Lathes equipped with live tooling allow machinists to drill cross holes, mill complex shapes, and broach splines in a single operation. This allows them to save time, reduce cost, and eliminate secondary machining on the shop’s other machines.
When incorporating this technology, it’s essential to ensure the machine has sufficient through-hole and bar stock capacity. Also, consider adding a Y-axis to the turret for off-center machining capabilities.
Operators must wear appropriate personal protection equipment (PPE), such as safety glasses when operating on a lathe or mill. This will lessen the chance that a risky circumstance could result in an injury and assist in avoiding future liability concerns.
Lathes create a lot of shavings and chips, so operators must wear eye protection to protect their eyes. They should also remove entanglement hazards like loose clothing, rings, and jewelry. Additionally, they should tie back long hair and not wear gloves to avoid catching on spinning parts or accessories.
It’s also a good idea to test the machine by rotating the workpiece by hand before turning it on and making any adjustments. This will ensure that the tool rest and bed are clear of obstructions.
Tool Rest Bar
The tool rest bar is a simple device that eases fatigue in your hands by taking the weight of your tool off them. It has a smooth surface allows the tool to glide smoothly over your workpiece.
Some woodturners prefer hardened steel rod rests because they last longer than other types of rests. However, they don’t provide a smooth transit because the bar has ridges and bumps along its length.
For this reason, many woodturners choose the modular system instead. It allows you to swap in various rest posts and toolbars as needed for different projects. It also includes a screw for fastening the rest bar to your tool post. This is an excellent option for any lathe owner.
Whether a shop can perform polygon machining, gear hobbing, or turning their live tooling lathe must be capable of threading. This is how the lathe creates a proper ratio between the lead screw and headstock spindle.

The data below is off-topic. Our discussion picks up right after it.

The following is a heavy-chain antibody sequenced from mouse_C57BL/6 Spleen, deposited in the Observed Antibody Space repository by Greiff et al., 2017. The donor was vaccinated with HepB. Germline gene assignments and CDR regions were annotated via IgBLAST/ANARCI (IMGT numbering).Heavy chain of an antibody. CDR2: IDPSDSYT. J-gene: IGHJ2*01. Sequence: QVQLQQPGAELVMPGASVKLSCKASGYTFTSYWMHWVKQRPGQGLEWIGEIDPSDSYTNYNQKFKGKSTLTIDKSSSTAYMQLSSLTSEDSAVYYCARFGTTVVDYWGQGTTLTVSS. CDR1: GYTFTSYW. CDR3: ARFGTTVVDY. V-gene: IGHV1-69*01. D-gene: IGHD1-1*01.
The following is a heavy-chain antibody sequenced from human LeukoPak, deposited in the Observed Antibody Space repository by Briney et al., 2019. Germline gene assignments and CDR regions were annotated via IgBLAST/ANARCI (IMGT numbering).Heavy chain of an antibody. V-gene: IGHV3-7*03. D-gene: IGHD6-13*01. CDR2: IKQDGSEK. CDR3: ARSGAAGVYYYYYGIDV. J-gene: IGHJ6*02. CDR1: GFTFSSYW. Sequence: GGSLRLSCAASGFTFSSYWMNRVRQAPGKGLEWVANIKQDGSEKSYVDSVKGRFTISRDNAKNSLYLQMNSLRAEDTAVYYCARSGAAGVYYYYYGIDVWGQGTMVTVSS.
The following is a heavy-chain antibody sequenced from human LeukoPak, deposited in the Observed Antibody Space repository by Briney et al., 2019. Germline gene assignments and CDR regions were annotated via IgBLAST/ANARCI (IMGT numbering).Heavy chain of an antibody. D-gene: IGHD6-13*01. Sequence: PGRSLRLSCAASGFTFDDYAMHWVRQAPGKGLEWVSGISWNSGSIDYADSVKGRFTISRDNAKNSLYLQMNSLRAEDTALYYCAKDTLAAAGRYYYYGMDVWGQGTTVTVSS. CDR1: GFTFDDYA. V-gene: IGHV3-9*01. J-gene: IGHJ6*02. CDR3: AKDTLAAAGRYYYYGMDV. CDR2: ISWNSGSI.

Historically, the only way to change the pitch of the screw being threaded was to open the headstock cover (if there was one) and physically switch out the gears that set the ratio between the headstock spindle and the lead screw. This process is time-consuming and labor-intensive.
These thread adapters allow chucks, faceplates, and other lathe tools to be used on different spindle sizes. They are accommodating when sharing tooling between multiple lathes that use different threaded spindles.
Morse tapers are used in the headstock and tailstock of lathes to hold centers. They also are used to support work between centers.
The male cone-within-female-cone design of a Morse taper self-locks and positions parts accurately on the axis of rotation, usually within ten thousandths of an inch. This makes changing set-ups quick and easy.
Tapered shanks “stick” in a socket best when the socket and the taper are clean. The shank can be wiped, while the socket is best cleaned with a specialized taper cleaning tool inserted and twisted.
Drive centers do not have bearings and are fixed to the headstock Morse Taper hollow by friction, sometimes called dead centers. A knockout bar helps dislodge these centers from the headstock.
Steady rests are helpful when the length and stiffness of a workpiece make it challenging to machine without damaging the piece by deflecting or distorting it under tool pressure. They also help reduce finish problems, keep part dimensions within acceptable tolerances, and increase productivity.
A manual, steady rest requires careful adjustment of all points that touch a workpiece. Improper adjustments can damage the steady rest, the workpiece, or the machine tool. Automatic steady rests utilize hydraulics or pneumatics to clamp and unclamp parts. These systems have integrated cylinders that can be actuated by machine control M codes or manually operated switches.
Vernier, dial, and digital calipers measure internal dimensions (using the pictured upper jaws) and external dimensions (using the lower jaws). The head of a caliper can also take step measurements.
These tools are handy for any trade that requires measuring tiny things, like machinists, stoneworkers, millwrights, and HVAC techs. They can read to the 1000th of an inch or mm, but their accuracy depends on the user’s skill and the tool’s features.
When choosing a pair of digital calipers, look for one with durable and strong inside and outside jaws. Also, make sure the calipers have a large, easy-to-read digital display. And remember to purchase a spare set of batteries.
Feeler Gauge Set
A feeler gauge set is a group of metal strips that check gaps and alignment. They include a variety of grades and thicknesses that are riveted together in a fan-like case that folds up for portability. These sets can be purchased in either imperial inch or metric size sets. The specific sizes in the case depend on what the user needs and can be easily replaced by individual blades when needed.
Some feeler gauge sets have angled blades designed to access tight spots. These are particularly useful for areas that are difficult to slide a standard gap gauge into, such as the valve clearance on an engine. The angled end is also more accurate than the straight edges. When purchasing a filter gauge, look for an affordable one with the range you likely need.